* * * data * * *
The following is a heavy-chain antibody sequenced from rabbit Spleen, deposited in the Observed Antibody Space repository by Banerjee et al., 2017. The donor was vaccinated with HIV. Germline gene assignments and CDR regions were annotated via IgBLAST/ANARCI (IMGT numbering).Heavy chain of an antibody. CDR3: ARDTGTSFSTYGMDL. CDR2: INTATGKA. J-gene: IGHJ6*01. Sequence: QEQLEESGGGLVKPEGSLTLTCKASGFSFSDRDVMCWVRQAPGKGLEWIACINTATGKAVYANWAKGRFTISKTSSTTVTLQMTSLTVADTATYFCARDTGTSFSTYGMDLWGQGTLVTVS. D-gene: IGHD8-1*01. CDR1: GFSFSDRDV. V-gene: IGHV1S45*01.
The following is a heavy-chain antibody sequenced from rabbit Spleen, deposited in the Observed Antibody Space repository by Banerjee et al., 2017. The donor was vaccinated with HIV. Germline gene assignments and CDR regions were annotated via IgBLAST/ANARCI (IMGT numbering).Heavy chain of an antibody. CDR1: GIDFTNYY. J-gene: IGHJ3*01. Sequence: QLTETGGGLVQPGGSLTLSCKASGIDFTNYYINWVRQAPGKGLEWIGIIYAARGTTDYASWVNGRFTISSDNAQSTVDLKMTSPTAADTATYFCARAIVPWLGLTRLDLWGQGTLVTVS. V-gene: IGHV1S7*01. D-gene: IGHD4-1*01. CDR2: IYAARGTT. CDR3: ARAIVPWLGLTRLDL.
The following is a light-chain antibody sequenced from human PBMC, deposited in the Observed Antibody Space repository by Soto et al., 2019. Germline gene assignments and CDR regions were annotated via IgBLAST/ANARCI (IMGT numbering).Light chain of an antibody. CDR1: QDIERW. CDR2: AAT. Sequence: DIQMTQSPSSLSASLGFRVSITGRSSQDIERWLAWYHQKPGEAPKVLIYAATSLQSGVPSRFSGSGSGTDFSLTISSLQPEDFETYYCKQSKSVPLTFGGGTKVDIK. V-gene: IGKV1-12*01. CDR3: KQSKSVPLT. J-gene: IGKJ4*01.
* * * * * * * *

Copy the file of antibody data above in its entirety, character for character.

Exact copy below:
The following is a heavy-chain antibody sequenced from rabbit Spleen, deposited in the Observed Antibody Space repository by Banerjee et al., 2017. The donor was vaccinated with HIV. Germline gene assignments and CDR regions were annotated via IgBLAST/ANARCI (IMGT numbering).Heavy chain of an antibody. CDR3: ARDTGTSFSTYGMDL. CDR2: INTATGKA. J-gene: IGHJ6*01. Sequence: QEQLEESGGGLVKPEGSLTLTCKASGFSFSDRDVMCWVRQAPGKGLEWIACINTATGKAVYANWAKGRFTISKTSSTTVTLQMTSLTVADTATYFCARDTGTSFSTYGMDLWGQGTLVTVS. D-gene: IGHD8-1*01. CDR1: GFSFSDRDV. V-gene: IGHV1S45*01.
The following is a heavy-chain antibody sequenced from rabbit Spleen, deposited in the Observed Antibody Space repository by Banerjee et al., 2017. The donor was vaccinated with HIV. Germline gene assignments and CDR regions were annotated via IgBLAST/ANARCI (IMGT numbering).Heavy chain of an antibody. CDR1: GIDFTNYY. J-gene: IGHJ3*01. Sequence: QLTETGGGLVQPGGSLTLSCKASGIDFTNYYINWVRQAPGKGLEWIGIIYAARGTTDYASWVNGRFTISSDNAQSTVDLKMTSPTAADTATYFCARAIVPWLGLTRLDLWGQGTLVTVS. V-gene: IGHV1S7*01. D-gene: IGHD4-1*01. CDR2: IYAARGTT. CDR3: ARAIVPWLGLTRLDL.
The following is a light-chain antibody sequenced from human PBMC, deposited in the Observed Antibody Space repository by Soto et al., 2019. Germline gene assignments and CDR regions were annotated via IgBLAST/ANARCI (IMGT numbering).Light chain of an antibody. CDR1: QDIERW. CDR2: AAT. Sequence: DIQMTQSPSSLSASLGFRVSITGRSSQDIERWLAWYHQKPGEAPKVLIYAATSLQSGVPSRFSGSGSGTDFSLTISSLQPEDFETYYCKQSKSVPLTFGGGTKVDIK. V-gene: IGKV1-12*01. CDR3: KQSKSVPLT. J-gene: IGKJ4*01.